When Uploadcare’s customers upload their pictures to a server, they expect to be able to access them from anywhere on any device at any time without glitches or delays. The same applies to pictures you upload yourself, for example product images in your ecommerce site. A Content Delivery Network (CDN) is the best way to make sure to meet these customer expectations. But what is CDN?
Content Delivery Network is an alternative to the standard website model by which a website stores all its files on a single server — in effect, a single physical device in a specific location. How CDN works is by storing copies of the files on multiple servers around the world, sometimes known as nodes or edge servers. This speed makes a major difference to your customer base: fewer people clicking away in frustration and more people returning again and again and even paying for premium services.
By using a CDN, a site owner can make sure customers physically receive the file from a server located as geographically close to them as possible. This can not only cut the distance the file physically travels, but also the number of steps and relays it takes, both of which significantly increase the speed of delivery. That’s particularly relevant with image files: they are big enough that speed is a significant factor, but small enough that website users expect them to load without noticeable delay. We built a tool for analyzing image performance and optimizing it; this can be a good starting point in understanding how images affect page-load times.
2. Hosting Options
With the standard Web model, choosing Web hosting can be a dilemma. A site owner may want to use a main Web server in a specific part of the world for various reasons. The problem is that many of the site’s users may be located elsewhere in the world, meaning more chance of slow access speeds. With a CDN network, it’s easier to choose the main server and host that suits one’s needs.
The very nature of a CDN online means that it offers redundancy. There’s always a risk that a Web server will experience problems, either through physical damage or software glitches. With CDNs, if one node is unavailable, the network automatically reconfigures to deliver the data from the next most appropriate node to the user.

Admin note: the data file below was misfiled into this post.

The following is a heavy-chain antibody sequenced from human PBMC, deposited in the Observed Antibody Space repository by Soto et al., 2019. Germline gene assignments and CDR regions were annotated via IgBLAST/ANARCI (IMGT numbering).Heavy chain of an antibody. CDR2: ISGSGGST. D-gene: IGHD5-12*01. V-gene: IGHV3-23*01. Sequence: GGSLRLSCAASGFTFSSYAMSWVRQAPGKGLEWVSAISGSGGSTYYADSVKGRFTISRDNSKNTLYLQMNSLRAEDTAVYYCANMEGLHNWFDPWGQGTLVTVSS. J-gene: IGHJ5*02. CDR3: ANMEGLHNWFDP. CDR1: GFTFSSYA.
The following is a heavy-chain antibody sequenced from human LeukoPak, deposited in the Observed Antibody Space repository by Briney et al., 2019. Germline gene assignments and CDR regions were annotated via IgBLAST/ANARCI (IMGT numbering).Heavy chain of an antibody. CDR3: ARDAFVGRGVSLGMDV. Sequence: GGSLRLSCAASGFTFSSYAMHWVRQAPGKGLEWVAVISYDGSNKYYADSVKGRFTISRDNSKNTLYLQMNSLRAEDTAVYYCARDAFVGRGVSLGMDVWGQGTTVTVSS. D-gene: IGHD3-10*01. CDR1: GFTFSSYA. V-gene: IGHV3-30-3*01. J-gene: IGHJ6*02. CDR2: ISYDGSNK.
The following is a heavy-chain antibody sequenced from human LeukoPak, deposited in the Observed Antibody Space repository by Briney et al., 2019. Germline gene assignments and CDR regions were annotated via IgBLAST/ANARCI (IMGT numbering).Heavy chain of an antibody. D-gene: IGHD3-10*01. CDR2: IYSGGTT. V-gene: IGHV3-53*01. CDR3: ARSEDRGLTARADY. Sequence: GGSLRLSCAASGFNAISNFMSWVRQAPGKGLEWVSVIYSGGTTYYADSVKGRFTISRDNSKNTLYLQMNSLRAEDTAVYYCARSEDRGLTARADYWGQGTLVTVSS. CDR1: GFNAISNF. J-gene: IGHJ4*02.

Indeed, the more images a site hosts, the more likely it is that one of them will be viewed by millions of people, even if only for a few hours. With a traditional single-server model, the surge in demand can knock a site offline. But with a CDN, the network can automatically spread the load by redirecting requests for the image across the multiple CDN servers.
The CDN setup not only means customers can load images faster, but the spreading of the load means there’s less pressure to compromise by using low-quality images. Being able to retrieve razor-sharp images almost instantaneously will impress customers and make them more likely to take up any paid service tiers you offer. Proper image manipulation can contribute significantly to speed. If you are perfecting your CDN you may also want to consider a strategy for image resizing. At Uploadcare we automatically resize user images via our CDN API.
Many computing services have two major problems as an online business grows. The first happens when the site outgrows its current setup but the business is not ready to move to the next stage up. The second is that changing a setup can be time-consuming, making it difficult to react quickly to sudden booms in business. Fortunately, the best CDN services avoid both problems: Most providers can simply “plug in” to an extra node as needed, with only an incremental cost and without any delay.
Some clients use CDN solutions to handle confidential and sensitive data, which means providers need to offer top-level cyberdefense against hacking attempts. These measures are usually applied system-wide, meaning that every customer benefits.
7. Denial of Service Attacks
There’s always a chance that one of the customer images hosted on a site will offend somebody. That creates the risk of so-called hacktivists hitting the site with a denial-of-service attack in which thousands of computers flood it with bogus requests to try to make it unavailable for legitimate users. It’s even possible that some of your less scrupulous competitors might incite similar action to try to bring you down. Such attacks can be tricky to handle with a single Web server, but the structure of a CDN is much better placed to spread the load and ride out the attack.
The Bottom Line
The worst thing in any network, be it computing or business, is a single point of failure. Using a CDN gives you added protection while retaining flexibility. It’s the online equivalent to wearing chain mail, armor and a bullet-proof vest while still being able to win a decathlon.